UCF Alumna Publishes Book About Global Volunteering
From a young age, Shannon O’Donnell knew that the traditional path of school, work and retirement wasn’t for her.
O’Donnell was living in Los Angeles after graduating with a degree in advertising/public relations from the University of Central Florida in 2006 when her sense of adventure and passion for helping others inspired her to take a year-long journey around the world.
After landing in Sydney, Australia, in November 2008, she traveled through 15 countries in Asia and Europe, participating in volunteer projects and blogging along the way. The experience led to The Volunteer Traveler’s Handbook, a how-to on selecting and pursuing the right volunteer opportunity.
Before O’Donnell embarks on a five-month trip to Mexico, we caught up with her to talk about her travels, her book and more.
What made you want to travel the world?
When I left in 2008, I was a bit lost in terms of career direction and finding work I was passionate about, and one of the things I had always dreamed of was traveling to all the places I had read about in my National Geographic magazines growing up.
How did you make the decision to focus on volunteering?
When I first hatched the idea that I could work and travel solo for a long time, I knew that simply traveling would not be enough to really re-center and focus my life. I had volunteered regularly throughout college, so when I set out to travel for that first year, I wanted my travels to mean more than just a personal, self-fulfilling trip. I wanted to find ways to connect on a closer level with the people, places and cultures in the places I was visiting.
What kind of volunteer work have you done?
In my first year, I spent a month in Nepal teaching English at a monastery that fosters young monks from impoverished areas of Nepal and gives them access to education, food and a safe environment. Throughout all of my travels, I strive to support local communities and community-based initiatives, such as social enterprises, with my tourism dollars.
How did your time at UCF influence your travel experiences?
UCF was my testing ground for who I wanted to become as an adult, and my positive volunteer experiences in college certainly had an effect on how I integrated service into my life since then.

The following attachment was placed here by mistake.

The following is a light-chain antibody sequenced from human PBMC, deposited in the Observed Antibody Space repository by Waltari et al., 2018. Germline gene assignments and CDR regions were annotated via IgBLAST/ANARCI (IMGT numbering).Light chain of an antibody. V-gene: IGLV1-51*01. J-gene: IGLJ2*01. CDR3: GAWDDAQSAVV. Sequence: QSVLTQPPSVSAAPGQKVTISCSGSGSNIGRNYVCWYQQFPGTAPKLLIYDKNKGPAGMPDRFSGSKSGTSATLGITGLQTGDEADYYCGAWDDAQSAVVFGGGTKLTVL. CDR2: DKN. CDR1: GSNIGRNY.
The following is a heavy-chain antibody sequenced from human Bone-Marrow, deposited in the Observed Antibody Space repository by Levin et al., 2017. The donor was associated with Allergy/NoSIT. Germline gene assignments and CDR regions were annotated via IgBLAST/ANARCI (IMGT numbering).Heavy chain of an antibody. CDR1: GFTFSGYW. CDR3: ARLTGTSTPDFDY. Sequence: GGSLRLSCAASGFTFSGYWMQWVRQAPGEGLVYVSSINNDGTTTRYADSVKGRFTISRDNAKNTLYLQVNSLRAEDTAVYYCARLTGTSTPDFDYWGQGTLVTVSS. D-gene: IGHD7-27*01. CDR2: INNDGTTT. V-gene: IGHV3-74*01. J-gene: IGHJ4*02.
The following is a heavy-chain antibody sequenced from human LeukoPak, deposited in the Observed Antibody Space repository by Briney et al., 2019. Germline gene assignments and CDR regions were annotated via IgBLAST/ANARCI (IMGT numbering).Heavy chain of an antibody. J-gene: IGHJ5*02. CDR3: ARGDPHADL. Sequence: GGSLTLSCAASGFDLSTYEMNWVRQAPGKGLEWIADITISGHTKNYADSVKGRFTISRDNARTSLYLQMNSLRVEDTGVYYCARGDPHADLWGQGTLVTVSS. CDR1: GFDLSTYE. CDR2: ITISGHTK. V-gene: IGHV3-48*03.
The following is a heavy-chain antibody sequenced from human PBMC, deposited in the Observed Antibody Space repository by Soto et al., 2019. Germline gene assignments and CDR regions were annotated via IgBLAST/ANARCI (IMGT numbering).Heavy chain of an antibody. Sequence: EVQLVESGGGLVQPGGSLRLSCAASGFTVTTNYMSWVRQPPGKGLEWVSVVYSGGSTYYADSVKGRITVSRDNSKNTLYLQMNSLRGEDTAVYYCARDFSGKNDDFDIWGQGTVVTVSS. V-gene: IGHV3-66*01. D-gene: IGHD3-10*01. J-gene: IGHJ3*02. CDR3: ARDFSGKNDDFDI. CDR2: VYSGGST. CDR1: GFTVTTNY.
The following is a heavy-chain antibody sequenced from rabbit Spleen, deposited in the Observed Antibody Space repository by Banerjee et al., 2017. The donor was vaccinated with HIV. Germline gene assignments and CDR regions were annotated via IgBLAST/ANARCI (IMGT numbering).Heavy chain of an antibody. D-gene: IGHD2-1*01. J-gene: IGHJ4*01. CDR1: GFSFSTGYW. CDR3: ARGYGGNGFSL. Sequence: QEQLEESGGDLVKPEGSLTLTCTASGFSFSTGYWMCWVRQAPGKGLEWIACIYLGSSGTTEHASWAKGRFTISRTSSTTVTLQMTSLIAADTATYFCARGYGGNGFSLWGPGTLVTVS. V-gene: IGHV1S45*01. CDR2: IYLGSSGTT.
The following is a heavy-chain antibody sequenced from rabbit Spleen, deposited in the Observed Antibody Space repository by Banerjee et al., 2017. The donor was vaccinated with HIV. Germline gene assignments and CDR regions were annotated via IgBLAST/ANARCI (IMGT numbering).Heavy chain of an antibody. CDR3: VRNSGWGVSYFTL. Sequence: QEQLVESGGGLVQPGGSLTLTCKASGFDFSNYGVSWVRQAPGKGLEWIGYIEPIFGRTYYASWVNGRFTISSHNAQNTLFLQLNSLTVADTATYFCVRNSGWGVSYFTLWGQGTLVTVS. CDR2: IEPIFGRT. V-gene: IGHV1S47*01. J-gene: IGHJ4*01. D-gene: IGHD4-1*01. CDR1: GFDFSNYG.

I also took advantage of a study-abroad program my junior year and spent a summer semester in Italy– that was my first time outside the U.S. The experience lit a fire in my wanderlust and my desire to learn other languages and dive into new cultures.
You home-schooled your niece and traveled through Asia with her. What was that experience like?
My niece, Ana, was 11 years old at the time, and we decided to pull her out of public school, and I home-schooled her through the sixth grade while we traveled. Children are naturally curious, and they also bring a real sense of wonder to everything they experience for the first time. As we grow older though, it’s easy to lose that wonder, to become jaded to the beauty and special charm in new experiences—traveling with Ana brought that back for me.
Since we were based in Thailand, we tutored a Burmese refugee in English together; Ana helped plan the lessons and teach the vocab through charades and drawing. I think it was then that Ana learned there can be great fun and joy in helping, too.
What aspects of volunteer travel does your book cover?
The book looks at the industry landscape and ethical issues, gives advice about searching for organizations and provides tips on what to pack, how to navigate, culture shock and safety.
How could others benefit from volunteer travel?
For people with the time to commit, there are so many tangible benefits–you feel good inside, you likely make new friends and you gain a sense of the global community. We are all interconnected on this planet, and volunteering is a powerful way to bring that feeling into your life. And, if you volunteer and then bring that experience back to the people and community back home, you have the ability to create manifold change in others, too.
For me, travel itself is transformative and when you’re on that journey it can only transform you more to find ways to give back.
To read more about O’Donnell’s travels or to learn more about The Volunteer Traveler’s Handbook, visit her blog A Little Adrift at www.alittleadrift.com. Her other website, www.grassrootsvolunteering.org, serves as a database of volunteer opportunities abroad.